A brief overview
If design is, indeed, a problem solving discipline then great design should start while using designer developing a complete and thorough understanding from the issue to get solved! Insight and enlightenment is much better located in the design brief. It’s fair to condition that lots of clients involve some understanding of the advantages of a whole and useful design brief. However really putting one together might be a a lot more difficult and time-consuming than expected.
Just what is a design brief?
There isn’t one correct way to format your brief – it’s Okay to write a ‘narrative’ with paragraphed text, although a ‘bullet point’ list works equally well. Overall the format you practice will reflect the complexness and depth in the information it is built to convey.
There’s only one golden rule – the brief ought to be ‘written’ instead of verbal! Despite common belief an interesting, extensive brief will not not waste time on production but it’ll also enhance while focusing creativeness!
Does every project need one?
In no way. Many projects are ‘ongoing’ or ‘routine’. Minor changes to existing documents, cost list revisions etc, wouldn’t require a full brief as it can certainly harder to produce and process instead of really complete the entire job!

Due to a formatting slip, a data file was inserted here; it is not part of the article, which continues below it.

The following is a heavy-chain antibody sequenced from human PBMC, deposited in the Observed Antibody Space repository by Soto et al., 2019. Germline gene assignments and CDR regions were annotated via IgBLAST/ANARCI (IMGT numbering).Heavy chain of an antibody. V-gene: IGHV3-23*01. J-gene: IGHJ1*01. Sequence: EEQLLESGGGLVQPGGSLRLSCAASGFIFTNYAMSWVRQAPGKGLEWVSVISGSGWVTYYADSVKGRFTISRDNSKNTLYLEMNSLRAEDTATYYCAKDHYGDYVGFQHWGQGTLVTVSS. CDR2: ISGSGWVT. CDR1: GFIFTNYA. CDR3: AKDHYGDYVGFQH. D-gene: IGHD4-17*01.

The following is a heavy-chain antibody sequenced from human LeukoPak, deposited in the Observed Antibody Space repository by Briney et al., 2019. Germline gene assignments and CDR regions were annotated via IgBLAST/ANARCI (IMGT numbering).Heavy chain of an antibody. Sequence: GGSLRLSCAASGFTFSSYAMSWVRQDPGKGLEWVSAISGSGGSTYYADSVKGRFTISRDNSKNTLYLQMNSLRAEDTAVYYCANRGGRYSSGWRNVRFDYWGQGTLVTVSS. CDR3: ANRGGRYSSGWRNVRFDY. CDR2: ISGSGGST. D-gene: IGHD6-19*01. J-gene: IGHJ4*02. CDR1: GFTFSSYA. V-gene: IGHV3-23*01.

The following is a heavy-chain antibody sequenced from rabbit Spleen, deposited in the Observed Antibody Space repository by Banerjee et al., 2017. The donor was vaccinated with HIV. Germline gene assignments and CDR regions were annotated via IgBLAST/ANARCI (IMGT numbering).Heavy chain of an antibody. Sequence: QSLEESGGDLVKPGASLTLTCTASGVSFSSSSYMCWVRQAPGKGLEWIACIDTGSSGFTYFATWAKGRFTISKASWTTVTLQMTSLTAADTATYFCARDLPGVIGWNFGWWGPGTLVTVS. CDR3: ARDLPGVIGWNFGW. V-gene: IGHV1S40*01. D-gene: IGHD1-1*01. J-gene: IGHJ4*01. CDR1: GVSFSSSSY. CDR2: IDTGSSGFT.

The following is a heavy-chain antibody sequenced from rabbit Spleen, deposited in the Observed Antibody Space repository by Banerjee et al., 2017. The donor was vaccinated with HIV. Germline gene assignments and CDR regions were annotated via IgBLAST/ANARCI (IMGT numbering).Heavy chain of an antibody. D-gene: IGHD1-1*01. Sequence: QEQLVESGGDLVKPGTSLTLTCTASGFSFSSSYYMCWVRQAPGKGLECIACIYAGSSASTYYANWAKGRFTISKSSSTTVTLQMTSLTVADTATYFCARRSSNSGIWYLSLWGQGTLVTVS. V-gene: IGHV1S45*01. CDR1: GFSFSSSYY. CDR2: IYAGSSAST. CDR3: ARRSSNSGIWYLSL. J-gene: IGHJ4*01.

How extended should a design brief be?
Again, it all depends put on the complexness in the project however you need to never produce a short, simple brief at the cost of information.
An excellent brief can be as extended as it should be!
Who makes up about it?
Writing the brief is entirely lower for you personally – you are the expert at everything you do with no-one knows a little more about your organization than you and your colleagues. However we are experts at that which you do and therefore, in relation to ‘developing’ the brief we’re feeling there should invariably be persistence for ‘co-ownership’.
As design experts we view it our responsibility to pay attention to any potential design, production or time issues that may arise within the more understanding concerning the brief before the actual work begins.